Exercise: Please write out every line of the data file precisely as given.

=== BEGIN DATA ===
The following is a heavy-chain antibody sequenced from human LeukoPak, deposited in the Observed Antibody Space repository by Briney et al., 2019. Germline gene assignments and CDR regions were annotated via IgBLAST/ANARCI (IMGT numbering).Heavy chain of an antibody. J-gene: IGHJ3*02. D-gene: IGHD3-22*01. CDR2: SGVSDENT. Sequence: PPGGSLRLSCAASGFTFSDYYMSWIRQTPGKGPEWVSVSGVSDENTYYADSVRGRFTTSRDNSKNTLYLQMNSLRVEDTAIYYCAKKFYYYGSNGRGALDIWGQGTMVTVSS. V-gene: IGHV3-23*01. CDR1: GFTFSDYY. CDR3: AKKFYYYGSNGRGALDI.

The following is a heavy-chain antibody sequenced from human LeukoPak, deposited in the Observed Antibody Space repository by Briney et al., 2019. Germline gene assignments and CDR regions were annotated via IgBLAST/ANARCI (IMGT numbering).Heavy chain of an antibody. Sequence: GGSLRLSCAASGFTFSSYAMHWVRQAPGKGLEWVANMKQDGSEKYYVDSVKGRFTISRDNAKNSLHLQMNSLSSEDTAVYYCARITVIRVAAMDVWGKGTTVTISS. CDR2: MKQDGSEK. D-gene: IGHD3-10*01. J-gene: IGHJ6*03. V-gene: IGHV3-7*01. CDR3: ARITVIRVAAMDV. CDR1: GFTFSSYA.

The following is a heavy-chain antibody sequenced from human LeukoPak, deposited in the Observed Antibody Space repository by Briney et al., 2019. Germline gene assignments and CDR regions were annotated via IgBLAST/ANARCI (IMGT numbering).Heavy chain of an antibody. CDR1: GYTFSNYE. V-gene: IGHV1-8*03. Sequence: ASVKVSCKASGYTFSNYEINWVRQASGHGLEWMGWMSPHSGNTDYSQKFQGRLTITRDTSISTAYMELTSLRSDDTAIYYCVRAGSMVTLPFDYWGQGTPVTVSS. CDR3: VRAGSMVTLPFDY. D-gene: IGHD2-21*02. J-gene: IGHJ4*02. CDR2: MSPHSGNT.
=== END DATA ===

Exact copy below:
The following is a heavy-chain antibody sequenced from human LeukoPak, deposited in the Observed Antibody Space repository by Briney et al., 2019. Germline gene assignments and CDR regions were annotated via IgBLAST/ANARCI (IMGT numbering).Heavy chain of an antibody. J-gene: IGHJ3*02. D-gene: IGHD3-22*01. CDR2: SGVSDENT. Sequence: PPGGSLRLSCAASGFTFSDYYMSWIRQTPGKGPEWVSVSGVSDENTYYADSVRGRFTTSRDNSKNTLYLQMNSLRVEDTAIYYCAKKFYYYGSNGRGALDIWGQGTMVTVSS. V-gene: IGHV3-23*01. CDR1: GFTFSDYY. CDR3: AKKFYYYGSNGRGALDI.

The following is a heavy-chain antibody sequenced from human LeukoPak, deposited in the Observed Antibody Space repository by Briney et al., 2019. Germline gene assignments and CDR regions were annotated via IgBLAST/ANARCI (IMGT numbering).Heavy chain of an antibody. Sequence: GGSLRLSCAASGFTFSSYAMHWVRQAPGKGLEWVANMKQDGSEKYYVDSVKGRFTISRDNAKNSLHLQMNSLSSEDTAVYYCARITVIRVAAMDVWGKGTTVTISS. CDR2: MKQDGSEK. D-gene: IGHD3-10*01. J-gene: IGHJ6*03. V-gene: IGHV3-7*01. CDR3: ARITVIRVAAMDV. CDR1: GFTFSSYA.

The following is a heavy-chain antibody sequenced from human LeukoPak, deposited in the Observed Antibody Space repository by Briney et al., 2019. Germline gene assignments and CDR regions were annotated via IgBLAST/ANARCI (IMGT numbering).Heavy chain of an antibody. CDR1: GYTFSNYE. V-gene: IGHV1-8*03. Sequence: ASVKVSCKASGYTFSNYEINWVRQASGHGLEWMGWMSPHSGNTDYSQKFQGRLTITRDTSISTAYMELTSLRSDDTAIYYCVRAGSMVTLPFDYWGQGTPVTVSS. CDR3: VRAGSMVTLPFDY. D-gene: IGHD2-21*02. J-gene: IGHJ4*02. CDR2: MSPHSGNT.